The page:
At this point, a putative Venezuelan armored offensive has only one viable route: over the foothills surrounding the El Cerrejón open-face coal mine and southwest into the Upar Valley. The immediate objective of a strike in this direction would be to take Valledupar, the capital of Cesar Province, thus opening a route into Colombia’s low-lying Caribbean coastal region. An equally important objective would be securing the peninsular region and the Sierra Nevada against Colombian counterattacks in order to maintain a land supply line back to Venezuela. A successful operation of this sort would probably be followed up by a strike southeast into Norte de Santander province, in conjunction with infantry attacks out of the Maracaibo Basin, in order to open up the Cucutá highways as supply routes.

Phases one, two and three of a possible Venezuelan offensive operation through the Upar Valley.

Colombia apparently is aware of the threat of a strike of this sort as it is opening a new military base in an undisclosed part of Guajira Province. One would assume that this base will be located near the provincial capital of Riohacha. Still, it would seem that Colombia’s chances of stopping an armored thrust into Guajira short of El Cerrejón would be slight, given that Venezuela would have the initiative. But El Cerrejón poses a very interesting bottleneck which is potentially fatal to any Venezuelan offensive…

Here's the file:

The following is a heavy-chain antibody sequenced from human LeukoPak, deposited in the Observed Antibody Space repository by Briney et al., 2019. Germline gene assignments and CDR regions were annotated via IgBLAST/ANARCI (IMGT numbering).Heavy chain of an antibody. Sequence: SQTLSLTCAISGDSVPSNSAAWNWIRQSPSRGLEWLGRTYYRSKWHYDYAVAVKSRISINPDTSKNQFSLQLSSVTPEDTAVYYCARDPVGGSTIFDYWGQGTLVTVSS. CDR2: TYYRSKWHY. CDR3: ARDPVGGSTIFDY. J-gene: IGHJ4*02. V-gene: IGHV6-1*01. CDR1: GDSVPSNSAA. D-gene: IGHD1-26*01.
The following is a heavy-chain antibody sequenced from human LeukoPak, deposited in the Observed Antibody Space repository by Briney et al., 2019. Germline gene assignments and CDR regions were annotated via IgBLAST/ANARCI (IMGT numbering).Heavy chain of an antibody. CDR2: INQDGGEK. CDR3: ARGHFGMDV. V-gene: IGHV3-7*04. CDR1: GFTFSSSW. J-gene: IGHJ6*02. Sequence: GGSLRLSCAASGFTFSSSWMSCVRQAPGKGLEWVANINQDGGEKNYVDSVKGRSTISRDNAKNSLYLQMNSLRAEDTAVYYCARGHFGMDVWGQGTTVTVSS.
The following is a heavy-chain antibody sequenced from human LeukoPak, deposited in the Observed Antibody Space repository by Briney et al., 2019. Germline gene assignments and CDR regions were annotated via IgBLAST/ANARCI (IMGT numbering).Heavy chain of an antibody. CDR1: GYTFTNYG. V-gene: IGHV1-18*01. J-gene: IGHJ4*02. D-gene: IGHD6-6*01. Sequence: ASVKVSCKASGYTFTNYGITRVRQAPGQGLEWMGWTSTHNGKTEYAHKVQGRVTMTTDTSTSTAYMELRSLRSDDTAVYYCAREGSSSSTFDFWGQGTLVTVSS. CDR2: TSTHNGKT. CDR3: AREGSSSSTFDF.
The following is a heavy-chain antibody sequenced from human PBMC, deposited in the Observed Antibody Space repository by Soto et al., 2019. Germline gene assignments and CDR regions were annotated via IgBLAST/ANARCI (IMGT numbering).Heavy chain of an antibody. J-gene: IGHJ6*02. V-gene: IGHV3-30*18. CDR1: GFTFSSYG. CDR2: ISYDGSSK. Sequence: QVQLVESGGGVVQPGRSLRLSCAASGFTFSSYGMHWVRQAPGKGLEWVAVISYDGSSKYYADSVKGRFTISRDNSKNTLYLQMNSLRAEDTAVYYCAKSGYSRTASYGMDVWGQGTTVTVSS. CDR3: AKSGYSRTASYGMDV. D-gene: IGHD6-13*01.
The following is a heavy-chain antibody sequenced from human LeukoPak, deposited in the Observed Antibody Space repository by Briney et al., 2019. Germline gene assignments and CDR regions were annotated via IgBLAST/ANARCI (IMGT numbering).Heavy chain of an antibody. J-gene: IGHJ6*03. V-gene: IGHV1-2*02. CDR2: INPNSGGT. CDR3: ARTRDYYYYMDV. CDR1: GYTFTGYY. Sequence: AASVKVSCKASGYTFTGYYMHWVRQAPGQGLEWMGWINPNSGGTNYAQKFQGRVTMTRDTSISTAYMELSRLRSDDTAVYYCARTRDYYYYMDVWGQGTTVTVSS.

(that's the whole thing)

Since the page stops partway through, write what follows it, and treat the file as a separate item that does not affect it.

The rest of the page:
The northern access to the Upar Valley. Venezuelan forces would be entering this map down Route 88 from the NE, moving towards Hato Nuevo in the SW. The El Cerrejón coal mine is situated at Point A.

El Cerrejón is a open-pit coal mining complex: one of the largest in the world. Its operations close off the only relatively flat entrance into the Upar Valley. To the immediate east of the mine, Route 88 (which would have to be Venezuela’s primary supply route by default), winds through a narrow defile before opening out into the mining town of Hato Nuevo. In my opinion, this would be the region in which Colombia’s First Division would attempt to block the mechanized forces of the Venezuelan Fourth Armored Division.

Two views of El Cerrejón. Those things that look like 1/600 Tonka Toys are actually 154 ton-capacity Wabco haulers. I think we can agree that even Ogres would have difficulties tackling those slopes...

Operationally, Colombian armored cavalry and infantry would be looking to delay attackers in the El Cerrejón region while Colombia’s rapid deployment force (made up of several battalions of elite paratroopers supported by 120 Blackhawk helicopters) would prepare to counterattack along the thrust’s western flank. Meanwhile, Venezuela would be seeking to push through El Cerrejón at all possible speed. The terrain is not conducive to airborne operations, but Colombian airmobile forces would probably be deployed here on the first day in an attempt to seize and hold the mines and the Route 88 bottleneck for the follow-on armored forces. Obviously, 42nd Para Battalion would be the force most likely chosen for this attack, given that it’s an elite force integrated into the Venezuelan 4th Division – the operational unit which contains most of Hugo Chavez’ new armored toys.

Given this, our first scenario will represent an attack into the El Cerrejón mining complex by Venezuelan paratroopers, backed up by light armored units from the 44th Light Armored Brigade.